5. C. P. W. Geurts, M. R. Hajj, and H. W. Tieleman, “Continuous wavelet transform of wind and wind-induced pressures on a building in suburban terrain,” Journal of Wind Engineering and Industrial Aerodynamics, vol. 74, pp. 609–617, 1998. View at: Publisher Site | Google Scholar
  6. Y. L. Xu and J. Chen, “Characterizing nonstationary wind speed using empirical mode decomposition,” Journal of Structural Engineering, vol. 130, no. 6, pp. 912–920, 2004. View at: Publisher Site | Google Scholar
  7. Q. S. Li and J. R. Wu, “Time-frequency analysis of typhoon effects on a 79-storey tall building,” Journal of Wind Engineering and Industrial Aerodynamics, vol. 95, no. 12, pp. 1648–1666, 2007. View at: Publisher Site | Google Scholar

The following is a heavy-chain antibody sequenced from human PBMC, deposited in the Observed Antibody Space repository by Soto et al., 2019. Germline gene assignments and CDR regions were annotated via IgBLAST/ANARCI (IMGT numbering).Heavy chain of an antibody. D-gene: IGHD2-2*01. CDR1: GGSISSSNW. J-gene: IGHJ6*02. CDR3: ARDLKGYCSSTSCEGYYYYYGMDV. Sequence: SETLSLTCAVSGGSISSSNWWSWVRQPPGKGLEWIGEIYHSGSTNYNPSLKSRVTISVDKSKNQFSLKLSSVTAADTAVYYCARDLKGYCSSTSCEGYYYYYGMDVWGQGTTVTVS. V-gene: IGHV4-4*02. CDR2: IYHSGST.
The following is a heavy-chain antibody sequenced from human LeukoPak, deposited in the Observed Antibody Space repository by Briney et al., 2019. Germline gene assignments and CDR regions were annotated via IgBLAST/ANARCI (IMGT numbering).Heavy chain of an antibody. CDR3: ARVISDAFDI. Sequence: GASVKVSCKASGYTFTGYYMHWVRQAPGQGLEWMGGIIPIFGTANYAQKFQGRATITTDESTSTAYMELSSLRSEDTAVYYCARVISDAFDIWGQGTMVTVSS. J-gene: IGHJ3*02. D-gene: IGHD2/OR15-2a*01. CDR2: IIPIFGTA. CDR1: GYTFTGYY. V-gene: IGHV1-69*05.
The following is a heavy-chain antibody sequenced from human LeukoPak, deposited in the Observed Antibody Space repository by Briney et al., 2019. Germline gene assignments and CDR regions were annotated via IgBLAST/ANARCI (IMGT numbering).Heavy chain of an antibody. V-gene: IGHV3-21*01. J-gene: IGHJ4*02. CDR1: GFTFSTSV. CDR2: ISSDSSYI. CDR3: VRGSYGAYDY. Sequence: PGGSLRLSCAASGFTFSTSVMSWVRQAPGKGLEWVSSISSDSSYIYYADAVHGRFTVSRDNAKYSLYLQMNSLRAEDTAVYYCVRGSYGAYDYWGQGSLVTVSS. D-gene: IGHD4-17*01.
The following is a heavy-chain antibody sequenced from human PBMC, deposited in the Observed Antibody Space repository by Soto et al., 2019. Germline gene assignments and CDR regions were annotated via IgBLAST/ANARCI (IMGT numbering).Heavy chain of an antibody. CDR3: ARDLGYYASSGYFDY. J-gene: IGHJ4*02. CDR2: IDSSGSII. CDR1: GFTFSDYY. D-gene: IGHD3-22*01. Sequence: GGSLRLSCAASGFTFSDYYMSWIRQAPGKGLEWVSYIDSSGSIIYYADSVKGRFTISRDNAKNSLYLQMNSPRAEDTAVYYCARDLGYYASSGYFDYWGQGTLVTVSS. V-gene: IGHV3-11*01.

8. P. Huang, X. Wang, and M. Gu, “Field experiments for wind loads on a low-rise building with adjustable pitch,” International Journal of Distributed Sensor Networks, vol. 2012, Article ID 451879, 10 pages, 2012. View at: Publisher Site | Google Scholar
  9. N. E. Huang, Z. Shen, S. R. Long et al., “The empirical mode decomposition and the Hilbert spectrum for nonlinear and non-stationary time series analysis,” Proceedings of the Royal Society of London. Series A. Mathematical, Physical and Engineering Sciences, vol. 454, no. 1971, pp. 903–995, 1998. View at: Publisher Site | Google Scholar | MathSciNet
  10. E. Simiu and R. H. Scanlan, Wind Effects on Structures: Fundamentals and Applications to Design, John Wiley & Sons, New York, NY, USA, 3rd edition, 1996.
  11. Ministry of Construction, P.R.C. (2003), GB/T 50102-2003: Code for Design of Cooling for Industrial Recirculating Water.
  12. J. S. Bendat and A. G. Piersol, Random Data: Analysis and Measurement Procedures, Wiley, New York, NY, USA, 2nd edition, 1986.
  13. H. Ruscheweyh, “Wind loadings on hyperbolic natural draught cooling towers,” Journal of Industrial Aerodynamics, vol. 1, pp. 335–340, 1975/1976. View at: Publisher Site | Google Scholar